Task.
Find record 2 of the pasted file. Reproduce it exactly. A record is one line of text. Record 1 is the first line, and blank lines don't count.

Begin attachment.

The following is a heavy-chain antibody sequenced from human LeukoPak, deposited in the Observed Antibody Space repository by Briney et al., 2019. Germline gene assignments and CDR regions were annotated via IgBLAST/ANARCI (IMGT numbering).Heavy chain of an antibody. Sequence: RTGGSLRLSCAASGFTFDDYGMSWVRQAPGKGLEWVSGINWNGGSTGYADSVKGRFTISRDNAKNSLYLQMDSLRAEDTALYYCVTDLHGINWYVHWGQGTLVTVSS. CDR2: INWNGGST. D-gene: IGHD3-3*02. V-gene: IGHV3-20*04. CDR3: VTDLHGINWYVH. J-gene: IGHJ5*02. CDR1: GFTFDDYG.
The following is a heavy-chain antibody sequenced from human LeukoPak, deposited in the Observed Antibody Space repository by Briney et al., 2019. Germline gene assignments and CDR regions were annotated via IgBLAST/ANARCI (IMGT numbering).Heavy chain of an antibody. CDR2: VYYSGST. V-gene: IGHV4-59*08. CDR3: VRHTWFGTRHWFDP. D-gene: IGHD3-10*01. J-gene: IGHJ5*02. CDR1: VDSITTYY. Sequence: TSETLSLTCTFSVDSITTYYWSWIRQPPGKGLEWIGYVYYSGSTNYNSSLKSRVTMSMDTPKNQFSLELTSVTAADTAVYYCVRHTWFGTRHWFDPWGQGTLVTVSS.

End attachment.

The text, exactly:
The following is a heavy-chain antibody sequenced from human LeukoPak, deposited in the Observed Antibody Space repository by Briney et al., 2019. Germline gene assignments and CDR regions were annotated via IgBLAST/ANARCI (IMGT numbering).Heavy chain of an antibody. CDR2: VYYSGST. V-gene: IGHV4-59*08. CDR3: VRHTWFGTRHWFDP. D-gene: IGHD3-10*01. J-gene: IGHJ5*02. CDR1: VDSITTYY. Sequence: TSETLSLTCTFSVDSITTYYWSWIRQPPGKGLEWIGYVYYSGSTNYNSSLKSRVTMSMDTPKNQFSLELTSVTAADTAVYYCVRHTWFGTRHWFDPWGQGTLVTVSS.